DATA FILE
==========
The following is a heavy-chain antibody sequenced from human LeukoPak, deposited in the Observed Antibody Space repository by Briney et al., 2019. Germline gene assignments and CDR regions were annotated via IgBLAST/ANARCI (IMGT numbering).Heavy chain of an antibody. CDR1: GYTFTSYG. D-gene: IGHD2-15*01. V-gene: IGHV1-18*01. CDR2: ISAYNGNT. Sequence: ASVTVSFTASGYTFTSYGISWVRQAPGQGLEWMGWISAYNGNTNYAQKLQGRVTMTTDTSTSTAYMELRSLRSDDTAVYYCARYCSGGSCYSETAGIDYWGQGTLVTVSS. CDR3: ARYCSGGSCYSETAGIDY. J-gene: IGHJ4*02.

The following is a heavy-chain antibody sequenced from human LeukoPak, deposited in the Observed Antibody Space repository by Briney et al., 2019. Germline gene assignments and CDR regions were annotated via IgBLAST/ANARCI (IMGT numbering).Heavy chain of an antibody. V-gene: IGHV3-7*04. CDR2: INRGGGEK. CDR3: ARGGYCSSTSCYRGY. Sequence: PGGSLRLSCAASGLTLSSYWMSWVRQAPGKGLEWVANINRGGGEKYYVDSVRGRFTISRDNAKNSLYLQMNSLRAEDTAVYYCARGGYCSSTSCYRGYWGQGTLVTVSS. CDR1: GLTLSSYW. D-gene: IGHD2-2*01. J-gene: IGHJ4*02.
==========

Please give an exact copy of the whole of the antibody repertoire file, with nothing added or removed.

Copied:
The following is a heavy-chain antibody sequenced from human LeukoPak, deposited in the Observed Antibody Space repository by Briney et al., 2019. Germline gene assignments and CDR regions were annotated via IgBLAST/ANARCI (IMGT numbering).Heavy chain of an antibody. CDR1: GYTFTSYG. D-gene: IGHD2-15*01. V-gene: IGHV1-18*01. CDR2: ISAYNGNT. Sequence: ASVTVSFTASGYTFTSYGISWVRQAPGQGLEWMGWISAYNGNTNYAQKLQGRVTMTTDTSTSTAYMELRSLRSDDTAVYYCARYCSGGSCYSETAGIDYWGQGTLVTVSS. CDR3: ARYCSGGSCYSETAGIDY. J-gene: IGHJ4*02.

The following is a heavy-chain antibody sequenced from human LeukoPak, deposited in the Observed Antibody Space repository by Briney et al., 2019. Germline gene assignments and CDR regions were annotated via IgBLAST/ANARCI (IMGT numbering).Heavy chain of an antibody. V-gene: IGHV3-7*04. CDR2: INRGGGEK. CDR3: ARGGYCSSTSCYRGY. Sequence: PGGSLRLSCAASGLTLSSYWMSWVRQAPGKGLEWVANINRGGGEKYYVDSVRGRFTISRDNAKNSLYLQMNSLRAEDTAVYYCARGGYCSSTSCYRGYWGQGTLVTVSS. CDR1: GLTLSSYW. D-gene: IGHD2-2*01. J-gene: IGHJ4*02.